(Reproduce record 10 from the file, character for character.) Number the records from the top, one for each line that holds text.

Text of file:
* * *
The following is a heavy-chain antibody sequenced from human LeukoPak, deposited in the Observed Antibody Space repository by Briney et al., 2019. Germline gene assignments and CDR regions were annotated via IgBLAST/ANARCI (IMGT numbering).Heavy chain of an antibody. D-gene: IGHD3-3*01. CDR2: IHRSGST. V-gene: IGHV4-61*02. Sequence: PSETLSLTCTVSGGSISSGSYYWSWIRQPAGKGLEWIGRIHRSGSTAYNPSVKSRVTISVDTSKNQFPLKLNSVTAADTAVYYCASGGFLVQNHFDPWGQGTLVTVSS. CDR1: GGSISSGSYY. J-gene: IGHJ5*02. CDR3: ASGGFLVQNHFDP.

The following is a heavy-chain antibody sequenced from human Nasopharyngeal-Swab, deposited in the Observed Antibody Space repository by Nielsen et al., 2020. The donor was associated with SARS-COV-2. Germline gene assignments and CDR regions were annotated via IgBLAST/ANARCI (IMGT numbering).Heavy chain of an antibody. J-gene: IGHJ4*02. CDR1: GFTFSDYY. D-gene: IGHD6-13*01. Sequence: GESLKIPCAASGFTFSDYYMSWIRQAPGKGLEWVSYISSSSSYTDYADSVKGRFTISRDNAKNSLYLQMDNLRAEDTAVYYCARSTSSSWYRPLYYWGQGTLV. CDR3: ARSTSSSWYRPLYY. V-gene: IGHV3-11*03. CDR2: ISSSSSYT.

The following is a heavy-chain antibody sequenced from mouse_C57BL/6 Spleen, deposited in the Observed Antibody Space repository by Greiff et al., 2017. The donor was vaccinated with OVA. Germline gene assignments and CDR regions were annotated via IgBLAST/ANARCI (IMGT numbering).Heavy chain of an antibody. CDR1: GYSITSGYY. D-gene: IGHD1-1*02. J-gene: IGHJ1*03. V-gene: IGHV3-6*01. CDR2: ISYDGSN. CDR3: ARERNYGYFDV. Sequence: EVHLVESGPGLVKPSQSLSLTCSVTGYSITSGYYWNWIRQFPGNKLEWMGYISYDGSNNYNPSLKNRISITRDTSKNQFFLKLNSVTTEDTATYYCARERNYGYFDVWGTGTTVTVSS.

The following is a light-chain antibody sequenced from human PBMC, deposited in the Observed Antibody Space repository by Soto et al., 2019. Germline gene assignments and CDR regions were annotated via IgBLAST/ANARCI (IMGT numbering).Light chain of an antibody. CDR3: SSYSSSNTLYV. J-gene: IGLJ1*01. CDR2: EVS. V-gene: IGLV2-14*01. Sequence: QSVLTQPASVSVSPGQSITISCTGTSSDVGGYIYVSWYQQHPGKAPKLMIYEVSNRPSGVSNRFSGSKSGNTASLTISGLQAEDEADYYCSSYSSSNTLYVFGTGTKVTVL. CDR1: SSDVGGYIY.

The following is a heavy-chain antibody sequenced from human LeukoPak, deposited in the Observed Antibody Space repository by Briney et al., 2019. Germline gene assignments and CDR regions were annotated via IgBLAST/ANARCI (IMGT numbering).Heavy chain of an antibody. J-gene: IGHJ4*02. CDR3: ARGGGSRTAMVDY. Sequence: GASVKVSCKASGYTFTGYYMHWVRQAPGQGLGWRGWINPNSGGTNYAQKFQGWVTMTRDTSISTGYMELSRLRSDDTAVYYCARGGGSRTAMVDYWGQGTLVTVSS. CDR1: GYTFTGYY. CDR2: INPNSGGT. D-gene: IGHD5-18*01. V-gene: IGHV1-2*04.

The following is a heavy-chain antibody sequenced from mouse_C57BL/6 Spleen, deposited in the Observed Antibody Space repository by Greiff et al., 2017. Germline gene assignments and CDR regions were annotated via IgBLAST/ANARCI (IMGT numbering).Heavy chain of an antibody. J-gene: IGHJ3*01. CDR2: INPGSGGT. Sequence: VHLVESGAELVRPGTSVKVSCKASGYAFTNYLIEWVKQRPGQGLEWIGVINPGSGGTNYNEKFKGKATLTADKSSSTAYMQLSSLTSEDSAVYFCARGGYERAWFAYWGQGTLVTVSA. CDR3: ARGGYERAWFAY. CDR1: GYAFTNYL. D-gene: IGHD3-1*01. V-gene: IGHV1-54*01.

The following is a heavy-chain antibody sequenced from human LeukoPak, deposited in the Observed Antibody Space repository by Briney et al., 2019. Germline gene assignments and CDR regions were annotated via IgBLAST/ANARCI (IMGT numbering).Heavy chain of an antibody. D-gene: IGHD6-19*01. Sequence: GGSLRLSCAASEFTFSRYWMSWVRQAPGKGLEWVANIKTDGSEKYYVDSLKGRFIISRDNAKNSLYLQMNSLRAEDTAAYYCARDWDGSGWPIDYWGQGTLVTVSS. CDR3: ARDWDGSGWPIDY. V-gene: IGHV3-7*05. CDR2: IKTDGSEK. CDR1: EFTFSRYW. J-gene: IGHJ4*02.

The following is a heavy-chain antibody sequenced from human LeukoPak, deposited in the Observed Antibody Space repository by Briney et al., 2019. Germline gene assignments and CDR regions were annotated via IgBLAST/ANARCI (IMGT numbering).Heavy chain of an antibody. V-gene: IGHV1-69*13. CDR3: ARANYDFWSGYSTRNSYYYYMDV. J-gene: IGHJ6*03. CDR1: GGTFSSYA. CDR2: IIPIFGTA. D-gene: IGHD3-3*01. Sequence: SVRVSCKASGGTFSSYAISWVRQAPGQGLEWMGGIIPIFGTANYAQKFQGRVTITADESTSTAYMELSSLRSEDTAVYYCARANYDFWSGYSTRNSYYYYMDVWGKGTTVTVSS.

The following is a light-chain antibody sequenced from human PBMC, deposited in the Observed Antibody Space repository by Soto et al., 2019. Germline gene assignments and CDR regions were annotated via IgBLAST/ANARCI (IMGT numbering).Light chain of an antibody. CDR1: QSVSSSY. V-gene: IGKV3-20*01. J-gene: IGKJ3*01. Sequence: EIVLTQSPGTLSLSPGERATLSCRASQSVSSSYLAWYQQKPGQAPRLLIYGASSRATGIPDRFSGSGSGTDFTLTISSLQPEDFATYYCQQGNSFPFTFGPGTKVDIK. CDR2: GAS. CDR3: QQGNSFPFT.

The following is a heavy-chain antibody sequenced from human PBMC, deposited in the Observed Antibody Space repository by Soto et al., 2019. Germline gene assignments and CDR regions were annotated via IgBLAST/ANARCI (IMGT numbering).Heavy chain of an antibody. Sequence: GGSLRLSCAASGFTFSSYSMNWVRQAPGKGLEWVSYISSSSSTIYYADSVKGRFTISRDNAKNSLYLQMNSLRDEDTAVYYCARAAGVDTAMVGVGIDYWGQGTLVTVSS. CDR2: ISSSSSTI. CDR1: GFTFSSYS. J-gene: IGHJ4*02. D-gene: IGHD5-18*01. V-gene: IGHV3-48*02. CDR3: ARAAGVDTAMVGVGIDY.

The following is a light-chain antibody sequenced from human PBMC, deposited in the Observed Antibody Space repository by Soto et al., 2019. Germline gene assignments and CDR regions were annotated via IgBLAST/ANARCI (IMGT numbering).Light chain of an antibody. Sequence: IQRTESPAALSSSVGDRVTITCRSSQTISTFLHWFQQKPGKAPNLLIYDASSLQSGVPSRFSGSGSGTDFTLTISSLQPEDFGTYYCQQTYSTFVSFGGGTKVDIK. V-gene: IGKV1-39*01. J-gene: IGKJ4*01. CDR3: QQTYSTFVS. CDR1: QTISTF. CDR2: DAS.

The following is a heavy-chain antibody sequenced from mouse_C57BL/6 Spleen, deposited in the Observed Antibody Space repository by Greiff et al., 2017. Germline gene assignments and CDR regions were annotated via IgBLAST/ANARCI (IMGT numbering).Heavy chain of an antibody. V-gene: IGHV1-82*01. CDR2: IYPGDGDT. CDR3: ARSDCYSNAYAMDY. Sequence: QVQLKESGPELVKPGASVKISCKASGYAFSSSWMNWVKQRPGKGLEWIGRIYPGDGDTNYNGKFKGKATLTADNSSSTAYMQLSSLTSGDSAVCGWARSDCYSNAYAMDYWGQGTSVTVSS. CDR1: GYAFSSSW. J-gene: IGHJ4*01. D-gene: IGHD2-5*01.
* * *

The following is a heavy-chain antibody sequenced from human PBMC, deposited in the Observed Antibody Space repository by Soto et al., 2019. Germline gene assignments and CDR regions were annotated via IgBLAST/ANARCI (IMGT numbering).Heavy chain of an antibody. Sequence: GGSLRLSCAASGFTFSSYSMNWVRQAPGKGLEWVSYISSSSSTIYYADSVKGRFTISRDNAKNSLYLQMNSLRDEDTAVYYCARAAGVDTAMVGVGIDYWGQGTLVTVSS. CDR2: ISSSSSTI. CDR1: GFTFSSYS. J-gene: IGHJ4*02. D-gene: IGHD5-18*01. V-gene: IGHV3-48*02. CDR3: ARAAGVDTAMVGVGIDY.